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Legislative Assembly for the ACT: 2002 Week 13 Hansard (20 November) . . Page.. 3846 ..

MRS DUNNE (continuing):

Since then, more than 40 separate acts have been passed to amend the original legislation. If you look at the current published version of the Land (Planning and Environment) Act, you will see that its amendment history now stretches to 21 pages. In addition, regulations have been amended on at least 30 occasions in the past 10 years. Some of the amendments have been only minor, while others have reflected major policy decisions and have responded to reports or inquiries.

The Stein amendments of 1996 are an example of major policy change, but, with the benefit of hindsight, if more of Stein had been adopted, we would have had a better act than we have now. It is a matter of regret to me that the previous Liberal government did not follow through on some of the Stein initiatives.

We need to remember the circumstances surrounding the genesis of this troublesome but important act. This act, in its early form of 1990, was, in fact, seven different pieces of legislation which were overseen by a large group of people. Towards the end of its genesis, those seven pieces of legislation were cobbled together into one act. It was an act of convenience and, as a result, this act of convenience has been amended ad infinitum on the floor of this Assembly, largely at the insistence of Residents Rally in 1991.

The act was criticised in the Stein report, which quotes a former head of planning, Jeff Townsend, as saying:

The land act is a disgrace in terms of legislation. It is the worst piece of legislation anyone has ever seen. It is a piece of legislation that was amended 100 times on the floor. It is a mess.

Sadly, little has changed in the seven years since the Stein report quoted those words.

The main argument relates to the fact that the act and its regulations span and directly impact on a number of highly contentious areas of public administration. It has been amended so many times, and by several governments of different persuasions. If the act was flawed or even inadequate at the time of its inception, then surely now is the time to initiate a systematic and thorough review of all its provisions-indeed, of the act itself. We are starting to see a slow dismantling of the concept of bringing the seven acts together, because now we are seeing an exposure draft of heritage legislation that would delete part 3. There is discussion about taking out part 4 in relation to environmental assessments.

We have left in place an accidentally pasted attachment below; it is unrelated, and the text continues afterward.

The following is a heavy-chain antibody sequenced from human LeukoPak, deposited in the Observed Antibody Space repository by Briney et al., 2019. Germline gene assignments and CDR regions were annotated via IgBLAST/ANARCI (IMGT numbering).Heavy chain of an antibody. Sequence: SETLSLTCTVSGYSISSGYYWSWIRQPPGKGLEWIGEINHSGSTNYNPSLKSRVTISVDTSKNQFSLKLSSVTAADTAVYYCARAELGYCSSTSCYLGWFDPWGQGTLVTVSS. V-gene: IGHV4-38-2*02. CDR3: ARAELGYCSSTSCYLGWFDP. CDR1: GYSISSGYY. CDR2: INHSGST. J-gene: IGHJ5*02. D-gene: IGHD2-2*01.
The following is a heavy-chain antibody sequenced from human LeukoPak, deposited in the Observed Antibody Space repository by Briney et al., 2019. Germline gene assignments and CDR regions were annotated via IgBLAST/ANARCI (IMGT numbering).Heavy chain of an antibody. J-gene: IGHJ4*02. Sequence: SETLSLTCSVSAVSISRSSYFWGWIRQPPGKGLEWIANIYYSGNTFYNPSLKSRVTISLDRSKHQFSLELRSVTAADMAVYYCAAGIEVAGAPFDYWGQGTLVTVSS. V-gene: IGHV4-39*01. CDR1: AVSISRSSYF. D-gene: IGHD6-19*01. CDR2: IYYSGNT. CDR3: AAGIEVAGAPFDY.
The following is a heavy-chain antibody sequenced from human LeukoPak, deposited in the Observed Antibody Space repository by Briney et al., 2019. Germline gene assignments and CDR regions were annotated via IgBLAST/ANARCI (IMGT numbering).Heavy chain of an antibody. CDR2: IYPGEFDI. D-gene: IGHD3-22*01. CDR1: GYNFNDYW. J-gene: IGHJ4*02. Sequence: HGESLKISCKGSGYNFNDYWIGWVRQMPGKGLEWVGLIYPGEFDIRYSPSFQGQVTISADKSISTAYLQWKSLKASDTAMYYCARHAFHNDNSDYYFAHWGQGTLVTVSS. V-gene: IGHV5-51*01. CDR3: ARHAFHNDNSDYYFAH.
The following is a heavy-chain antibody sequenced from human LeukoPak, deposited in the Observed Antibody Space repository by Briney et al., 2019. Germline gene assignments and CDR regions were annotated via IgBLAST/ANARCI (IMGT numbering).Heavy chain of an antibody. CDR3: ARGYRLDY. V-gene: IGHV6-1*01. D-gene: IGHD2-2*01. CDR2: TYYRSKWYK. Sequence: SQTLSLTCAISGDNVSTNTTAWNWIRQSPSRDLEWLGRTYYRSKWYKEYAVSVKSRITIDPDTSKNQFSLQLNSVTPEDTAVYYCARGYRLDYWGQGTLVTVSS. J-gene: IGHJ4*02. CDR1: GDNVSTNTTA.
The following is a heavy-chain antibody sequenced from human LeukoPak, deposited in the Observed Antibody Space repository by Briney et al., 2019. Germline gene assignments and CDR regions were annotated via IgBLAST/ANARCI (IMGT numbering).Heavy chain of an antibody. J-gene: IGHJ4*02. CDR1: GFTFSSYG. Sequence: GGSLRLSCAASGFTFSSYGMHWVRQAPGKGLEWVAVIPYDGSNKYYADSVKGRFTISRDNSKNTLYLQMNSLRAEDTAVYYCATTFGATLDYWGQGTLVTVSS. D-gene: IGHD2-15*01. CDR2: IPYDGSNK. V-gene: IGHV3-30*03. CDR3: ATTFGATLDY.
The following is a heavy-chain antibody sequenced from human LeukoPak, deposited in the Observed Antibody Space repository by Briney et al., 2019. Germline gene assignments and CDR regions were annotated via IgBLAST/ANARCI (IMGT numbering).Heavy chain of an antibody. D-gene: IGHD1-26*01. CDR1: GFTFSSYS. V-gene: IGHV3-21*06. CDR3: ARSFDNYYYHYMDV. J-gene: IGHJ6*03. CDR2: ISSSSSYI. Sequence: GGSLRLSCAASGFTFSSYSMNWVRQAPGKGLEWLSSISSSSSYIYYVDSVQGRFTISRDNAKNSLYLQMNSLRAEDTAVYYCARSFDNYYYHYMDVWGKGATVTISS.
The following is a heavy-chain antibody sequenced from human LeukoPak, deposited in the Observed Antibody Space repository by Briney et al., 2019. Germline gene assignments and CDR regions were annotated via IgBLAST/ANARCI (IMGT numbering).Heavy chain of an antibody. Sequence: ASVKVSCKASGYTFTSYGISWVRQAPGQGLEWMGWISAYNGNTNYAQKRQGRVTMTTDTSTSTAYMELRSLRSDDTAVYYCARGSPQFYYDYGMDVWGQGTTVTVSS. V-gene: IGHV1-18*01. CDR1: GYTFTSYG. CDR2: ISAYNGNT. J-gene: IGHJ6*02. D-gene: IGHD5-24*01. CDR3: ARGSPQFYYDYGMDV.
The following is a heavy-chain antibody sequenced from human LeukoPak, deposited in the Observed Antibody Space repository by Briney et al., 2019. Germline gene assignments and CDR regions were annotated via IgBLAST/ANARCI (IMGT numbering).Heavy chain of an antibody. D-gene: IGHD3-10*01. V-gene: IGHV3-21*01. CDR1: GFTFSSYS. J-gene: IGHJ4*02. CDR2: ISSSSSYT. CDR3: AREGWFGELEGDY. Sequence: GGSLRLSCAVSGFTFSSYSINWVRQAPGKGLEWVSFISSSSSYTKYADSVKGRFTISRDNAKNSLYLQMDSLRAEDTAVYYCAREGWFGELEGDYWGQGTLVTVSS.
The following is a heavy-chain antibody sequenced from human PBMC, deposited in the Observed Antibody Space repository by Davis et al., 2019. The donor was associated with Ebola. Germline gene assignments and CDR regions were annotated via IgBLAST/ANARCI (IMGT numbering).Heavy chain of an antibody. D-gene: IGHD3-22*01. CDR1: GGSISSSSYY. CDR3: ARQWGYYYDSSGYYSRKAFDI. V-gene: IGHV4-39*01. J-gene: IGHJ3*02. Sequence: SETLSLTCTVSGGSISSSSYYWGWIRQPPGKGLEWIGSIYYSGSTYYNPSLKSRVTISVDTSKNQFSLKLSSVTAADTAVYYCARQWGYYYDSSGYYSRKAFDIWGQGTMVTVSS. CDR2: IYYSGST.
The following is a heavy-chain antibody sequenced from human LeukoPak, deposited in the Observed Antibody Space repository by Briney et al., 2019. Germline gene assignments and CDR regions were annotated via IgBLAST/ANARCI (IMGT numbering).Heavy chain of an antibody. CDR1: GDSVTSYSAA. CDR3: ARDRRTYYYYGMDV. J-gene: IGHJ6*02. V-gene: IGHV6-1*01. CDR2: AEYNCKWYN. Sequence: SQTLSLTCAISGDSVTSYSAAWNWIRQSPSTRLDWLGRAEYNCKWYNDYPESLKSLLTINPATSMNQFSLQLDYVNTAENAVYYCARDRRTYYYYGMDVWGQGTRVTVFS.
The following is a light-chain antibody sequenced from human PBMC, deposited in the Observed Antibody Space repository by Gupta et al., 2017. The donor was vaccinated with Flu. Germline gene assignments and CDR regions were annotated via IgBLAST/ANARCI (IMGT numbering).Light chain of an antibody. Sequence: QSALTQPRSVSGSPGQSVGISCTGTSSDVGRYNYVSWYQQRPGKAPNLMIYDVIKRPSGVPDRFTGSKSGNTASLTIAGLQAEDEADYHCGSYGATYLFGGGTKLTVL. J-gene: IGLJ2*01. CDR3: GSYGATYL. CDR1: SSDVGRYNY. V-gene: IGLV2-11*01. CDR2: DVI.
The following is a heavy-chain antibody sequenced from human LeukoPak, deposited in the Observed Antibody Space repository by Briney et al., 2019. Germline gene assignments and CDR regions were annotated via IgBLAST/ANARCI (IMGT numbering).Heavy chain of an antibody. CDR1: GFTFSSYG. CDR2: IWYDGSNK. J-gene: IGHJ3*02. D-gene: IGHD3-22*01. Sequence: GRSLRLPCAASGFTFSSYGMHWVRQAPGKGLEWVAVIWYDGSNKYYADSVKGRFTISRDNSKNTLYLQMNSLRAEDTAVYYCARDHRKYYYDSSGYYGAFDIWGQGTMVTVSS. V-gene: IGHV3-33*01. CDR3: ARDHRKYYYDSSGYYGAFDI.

Before we take those steps, we need to have a discussion about the form such far-reaching legislation should take. Is it better to go back to six or seven individual pieces of legislation? But, rather than doing it, we should spend some time thinking about the best way to do it. The question we must seriously ask is: is this an appropriate legislative base on which to build a whole new planning and development regime, which is what the current government suggests it should do? I suggest that the answer is emphatically no.

Time and circumstances have passed this act by. Quite apart from the differing social and political dynamics of the time, at a more basic level, words in the original act have been put into use in slightly different senses in later amendments. The change of use

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